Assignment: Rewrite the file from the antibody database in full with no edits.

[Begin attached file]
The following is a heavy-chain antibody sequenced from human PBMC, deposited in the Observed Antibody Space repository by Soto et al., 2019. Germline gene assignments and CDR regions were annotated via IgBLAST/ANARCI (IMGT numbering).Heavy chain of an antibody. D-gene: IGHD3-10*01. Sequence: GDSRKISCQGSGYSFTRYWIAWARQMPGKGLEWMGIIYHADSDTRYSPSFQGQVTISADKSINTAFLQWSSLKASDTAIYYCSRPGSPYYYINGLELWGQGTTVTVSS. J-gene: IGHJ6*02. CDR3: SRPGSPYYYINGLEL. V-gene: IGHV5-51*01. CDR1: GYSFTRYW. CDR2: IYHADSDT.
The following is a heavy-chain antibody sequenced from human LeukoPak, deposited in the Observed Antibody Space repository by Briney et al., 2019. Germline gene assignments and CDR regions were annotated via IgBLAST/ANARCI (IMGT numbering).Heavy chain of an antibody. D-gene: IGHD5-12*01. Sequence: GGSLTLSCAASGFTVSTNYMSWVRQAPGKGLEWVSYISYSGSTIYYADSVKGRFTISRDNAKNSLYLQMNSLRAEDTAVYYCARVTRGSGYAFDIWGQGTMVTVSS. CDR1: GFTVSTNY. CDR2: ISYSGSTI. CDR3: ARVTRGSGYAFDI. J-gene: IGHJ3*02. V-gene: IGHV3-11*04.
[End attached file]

The following is a heavy-chain antibody sequenced from human PBMC, deposited in the Observed Antibody Space repository by Soto et al., 2019. Germline gene assignments and CDR regions were annotated via IgBLAST/ANARCI (IMGT numbering).Heavy chain of an antibody. D-gene: IGHD3-10*01. Sequence: GDSRKISCQGSGYSFTRYWIAWARQMPGKGLEWMGIIYHADSDTRYSPSFQGQVTISADKSINTAFLQWSSLKASDTAIYYCSRPGSPYYYINGLELWGQGTTVTVSS. J-gene: IGHJ6*02. CDR3: SRPGSPYYYINGLEL. V-gene: IGHV5-51*01. CDR1: GYSFTRYW. CDR2: IYHADSDT.
The following is a heavy-chain antibody sequenced from human LeukoPak, deposited in the Observed Antibody Space repository by Briney et al., 2019. Germline gene assignments and CDR regions were annotated via IgBLAST/ANARCI (IMGT numbering).Heavy chain of an antibody. D-gene: IGHD5-12*01. Sequence: GGSLTLSCAASGFTVSTNYMSWVRQAPGKGLEWVSYISYSGSTIYYADSVKGRFTISRDNAKNSLYLQMNSLRAEDTAVYYCARVTRGSGYAFDIWGQGTMVTVSS. CDR1: GFTVSTNY. CDR2: ISYSGSTI. CDR3: ARVTRGSGYAFDI. J-gene: IGHJ3*02. V-gene: IGHV3-11*04.